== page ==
There’s more, but Waldman sums it up with this:
What you’d expect of leaders is to say, “Okay, there are a bunch of interlocking, complex problems we want to solve here. This has to be done carefully. Let’s take our time and make sure we get it right.” But that’s not what Republicans are saying. Instead, they’re saying “We have to vote on a bill now, even if we don’t know what it’s in it and even if it makes the problems we claim to care about impossibly worse, so we can say that we repealed Obamacare.” Sure, it would be bad to kick 20 million or 30 million people off their coverage – but not as bad as having to admit they failed to pass a bill!
This is even less serious and more cynical than what they’ve been doing for the past seven years. When they held dozens of votes in the House to repeal the ACA, it may have been silly, but at least it didn’t hurt anyone. Now they have the power to affect people’s lives by the millions – even destroy them – and they can’t be bothered to spend more than a day or two figuring out how to do it.
That’s the plan, and a New York Times backgrounder spells out the details:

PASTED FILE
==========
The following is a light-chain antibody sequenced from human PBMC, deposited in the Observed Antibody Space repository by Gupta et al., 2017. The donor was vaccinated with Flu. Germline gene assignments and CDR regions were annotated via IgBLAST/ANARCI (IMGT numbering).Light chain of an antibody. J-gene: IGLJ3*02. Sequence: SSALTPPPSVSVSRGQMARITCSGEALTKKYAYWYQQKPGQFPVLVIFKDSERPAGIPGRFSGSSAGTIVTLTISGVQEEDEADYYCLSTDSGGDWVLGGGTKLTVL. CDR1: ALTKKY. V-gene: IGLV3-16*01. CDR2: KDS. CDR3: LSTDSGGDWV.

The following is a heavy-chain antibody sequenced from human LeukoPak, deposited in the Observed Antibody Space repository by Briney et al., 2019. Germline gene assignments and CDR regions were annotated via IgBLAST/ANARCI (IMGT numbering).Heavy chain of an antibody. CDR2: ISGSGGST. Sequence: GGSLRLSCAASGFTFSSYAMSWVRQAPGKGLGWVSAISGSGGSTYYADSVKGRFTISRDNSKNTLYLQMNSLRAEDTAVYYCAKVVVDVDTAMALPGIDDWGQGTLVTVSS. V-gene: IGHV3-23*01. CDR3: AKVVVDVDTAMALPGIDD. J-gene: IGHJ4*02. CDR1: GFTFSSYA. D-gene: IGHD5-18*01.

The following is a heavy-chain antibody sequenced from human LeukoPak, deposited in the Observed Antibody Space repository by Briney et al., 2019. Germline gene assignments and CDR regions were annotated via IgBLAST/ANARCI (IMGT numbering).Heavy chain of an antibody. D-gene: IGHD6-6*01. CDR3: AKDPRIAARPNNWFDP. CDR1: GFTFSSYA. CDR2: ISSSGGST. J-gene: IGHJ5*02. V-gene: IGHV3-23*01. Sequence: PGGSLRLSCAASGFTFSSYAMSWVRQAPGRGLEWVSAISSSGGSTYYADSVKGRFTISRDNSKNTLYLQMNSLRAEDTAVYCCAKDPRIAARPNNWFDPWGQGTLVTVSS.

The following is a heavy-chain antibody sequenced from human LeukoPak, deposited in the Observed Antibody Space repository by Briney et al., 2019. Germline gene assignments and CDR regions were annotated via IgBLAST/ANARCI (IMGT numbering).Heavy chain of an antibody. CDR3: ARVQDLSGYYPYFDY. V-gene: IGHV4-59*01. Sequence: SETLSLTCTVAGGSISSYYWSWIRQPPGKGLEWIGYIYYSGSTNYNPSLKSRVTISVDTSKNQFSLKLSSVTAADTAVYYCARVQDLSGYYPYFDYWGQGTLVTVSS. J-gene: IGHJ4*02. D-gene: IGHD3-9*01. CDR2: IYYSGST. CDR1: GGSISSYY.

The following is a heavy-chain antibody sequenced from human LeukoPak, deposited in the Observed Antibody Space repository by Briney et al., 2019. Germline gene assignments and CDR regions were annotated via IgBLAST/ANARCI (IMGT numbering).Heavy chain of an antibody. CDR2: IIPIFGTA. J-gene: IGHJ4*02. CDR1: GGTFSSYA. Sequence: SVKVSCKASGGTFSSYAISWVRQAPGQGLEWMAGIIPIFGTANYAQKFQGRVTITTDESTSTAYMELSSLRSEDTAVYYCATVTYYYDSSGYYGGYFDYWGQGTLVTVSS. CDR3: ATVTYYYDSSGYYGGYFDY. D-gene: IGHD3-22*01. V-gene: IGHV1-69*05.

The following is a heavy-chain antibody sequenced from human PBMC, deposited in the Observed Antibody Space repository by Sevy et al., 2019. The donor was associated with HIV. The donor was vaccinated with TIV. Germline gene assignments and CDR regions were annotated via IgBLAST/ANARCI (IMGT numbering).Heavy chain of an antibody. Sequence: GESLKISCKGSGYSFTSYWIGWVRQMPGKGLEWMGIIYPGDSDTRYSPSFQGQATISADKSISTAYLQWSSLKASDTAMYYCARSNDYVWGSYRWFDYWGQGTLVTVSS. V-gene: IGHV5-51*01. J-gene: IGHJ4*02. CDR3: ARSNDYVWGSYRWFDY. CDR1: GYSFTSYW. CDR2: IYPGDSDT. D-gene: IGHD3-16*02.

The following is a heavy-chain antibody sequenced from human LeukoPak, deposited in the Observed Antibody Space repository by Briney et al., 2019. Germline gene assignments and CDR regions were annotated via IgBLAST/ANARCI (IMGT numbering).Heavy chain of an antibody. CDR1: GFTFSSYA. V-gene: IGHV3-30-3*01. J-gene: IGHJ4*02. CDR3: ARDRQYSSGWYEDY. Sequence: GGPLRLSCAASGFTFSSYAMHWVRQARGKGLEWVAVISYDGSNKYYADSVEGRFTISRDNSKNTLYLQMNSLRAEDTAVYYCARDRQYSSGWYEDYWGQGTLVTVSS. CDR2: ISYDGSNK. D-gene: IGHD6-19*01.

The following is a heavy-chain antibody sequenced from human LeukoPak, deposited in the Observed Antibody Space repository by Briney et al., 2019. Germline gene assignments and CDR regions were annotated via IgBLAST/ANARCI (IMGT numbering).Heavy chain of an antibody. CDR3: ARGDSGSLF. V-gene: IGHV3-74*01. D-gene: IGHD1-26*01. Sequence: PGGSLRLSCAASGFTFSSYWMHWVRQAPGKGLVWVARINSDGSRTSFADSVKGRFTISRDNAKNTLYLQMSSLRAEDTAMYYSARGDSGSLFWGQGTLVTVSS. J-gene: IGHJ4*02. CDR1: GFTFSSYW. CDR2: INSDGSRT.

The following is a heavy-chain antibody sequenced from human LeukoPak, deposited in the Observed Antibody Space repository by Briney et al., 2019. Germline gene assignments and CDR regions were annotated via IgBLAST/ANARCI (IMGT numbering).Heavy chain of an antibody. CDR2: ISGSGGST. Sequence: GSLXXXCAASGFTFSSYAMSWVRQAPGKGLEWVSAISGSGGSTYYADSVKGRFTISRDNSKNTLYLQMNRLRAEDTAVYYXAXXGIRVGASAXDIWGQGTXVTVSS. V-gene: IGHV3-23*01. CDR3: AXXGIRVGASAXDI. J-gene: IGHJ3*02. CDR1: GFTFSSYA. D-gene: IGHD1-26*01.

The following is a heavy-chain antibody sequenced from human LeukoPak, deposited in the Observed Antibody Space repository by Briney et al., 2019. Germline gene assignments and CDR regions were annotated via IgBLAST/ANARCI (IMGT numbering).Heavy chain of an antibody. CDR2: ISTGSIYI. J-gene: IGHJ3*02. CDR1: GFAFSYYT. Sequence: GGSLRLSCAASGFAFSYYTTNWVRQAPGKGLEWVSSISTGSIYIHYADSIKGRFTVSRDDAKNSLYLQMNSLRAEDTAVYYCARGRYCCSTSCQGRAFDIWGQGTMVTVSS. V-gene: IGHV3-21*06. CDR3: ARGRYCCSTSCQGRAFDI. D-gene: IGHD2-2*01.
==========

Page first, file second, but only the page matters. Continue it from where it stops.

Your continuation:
If that vote succeeds, the Senate would then be able to consider numerous amendments, including complete substitutes for the House bill. But it remains unclear what would take its place, and Senate Republican leaders have not said which substitute measure would be considered first.
Under one possible series of events, Mr. McConnell could quickly move to replace the House bill with an entirely new measure to repeal the Affordable Care Act without a replacement.
If that amendment vote fails, as it most likely would, he could move to replace the House bill with a version of the proposal he has been refining for weeks: to repeal the health law while also replacing it.
That’s as clear as mud:
Democrats were incredulous.
“We are potentially one or two days away from a vote on a bill that would reorganize one-sixth of the American economy, impacting tens of millions of American lives, and no one knows what it is,” said Senator Chuck Schumer of New York, the Democratic leader. “It’s sort of like Alice in Wonderland around here.”
No, it’s more like that famous Abbott and Costello baseball skit, but there is this:
What they will vote on will not matter if senators oppose beginning debate. Mr. McConnell can lose only two Senate Republicans, now that Mr. McCain intends to be in the chamber.
Collins of Maine is certain to vote no on the procedural vote, Capito of West Virginia and Murkowski of Alaska will not vote to proceed if it’s repeal without replacement, so McCain may not matter. He can come in and hit that home run with two outs in the bottom of the ninth, and stumble around the bases pumping his first in the air, but the tying run won’t be on base when he hits it out of the park. Who’s on first? No one is, really, and this isn’t baseball anyway. Baseball fans know these things too. Baseball is just a game. This isn’t.